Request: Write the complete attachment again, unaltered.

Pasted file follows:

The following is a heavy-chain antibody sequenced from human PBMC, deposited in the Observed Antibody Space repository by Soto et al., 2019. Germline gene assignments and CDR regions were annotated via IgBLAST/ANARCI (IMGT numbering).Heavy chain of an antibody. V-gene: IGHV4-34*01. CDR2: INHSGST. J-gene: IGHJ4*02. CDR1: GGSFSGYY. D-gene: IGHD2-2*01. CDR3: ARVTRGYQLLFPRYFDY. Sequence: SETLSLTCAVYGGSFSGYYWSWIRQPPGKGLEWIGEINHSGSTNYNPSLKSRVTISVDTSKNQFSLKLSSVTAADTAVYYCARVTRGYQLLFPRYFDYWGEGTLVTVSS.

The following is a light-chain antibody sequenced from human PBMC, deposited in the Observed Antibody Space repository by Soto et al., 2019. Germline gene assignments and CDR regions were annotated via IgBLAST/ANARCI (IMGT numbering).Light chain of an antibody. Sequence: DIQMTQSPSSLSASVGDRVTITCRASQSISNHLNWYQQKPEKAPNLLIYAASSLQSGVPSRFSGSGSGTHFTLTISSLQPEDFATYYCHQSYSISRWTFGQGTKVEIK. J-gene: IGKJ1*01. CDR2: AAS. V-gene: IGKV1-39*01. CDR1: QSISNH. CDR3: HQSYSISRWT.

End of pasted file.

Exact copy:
The following is a heavy-chain antibody sequenced from human PBMC, deposited in the Observed Antibody Space repository by Soto et al., 2019. Germline gene assignments and CDR regions were annotated via IgBLAST/ANARCI (IMGT numbering).Heavy chain of an antibody. V-gene: IGHV4-34*01. CDR2: INHSGST. J-gene: IGHJ4*02. CDR1: GGSFSGYY. D-gene: IGHD2-2*01. CDR3: ARVTRGYQLLFPRYFDY. Sequence: SETLSLTCAVYGGSFSGYYWSWIRQPPGKGLEWIGEINHSGSTNYNPSLKSRVTISVDTSKNQFSLKLSSVTAADTAVYYCARVTRGYQLLFPRYFDYWGEGTLVTVSS.

The following is a light-chain antibody sequenced from human PBMC, deposited in the Observed Antibody Space repository by Soto et al., 2019. Germline gene assignments and CDR regions were annotated via IgBLAST/ANARCI (IMGT numbering).Light chain of an antibody. Sequence: DIQMTQSPSSLSASVGDRVTITCRASQSISNHLNWYQQKPEKAPNLLIYAASSLQSGVPSRFSGSGSGTHFTLTISSLQPEDFATYYCHQSYSISRWTFGQGTKVEIK. J-gene: IGKJ1*01. CDR2: AAS. V-gene: IGKV1-39*01. CDR1: QSISNH. CDR3: HQSYSISRWT.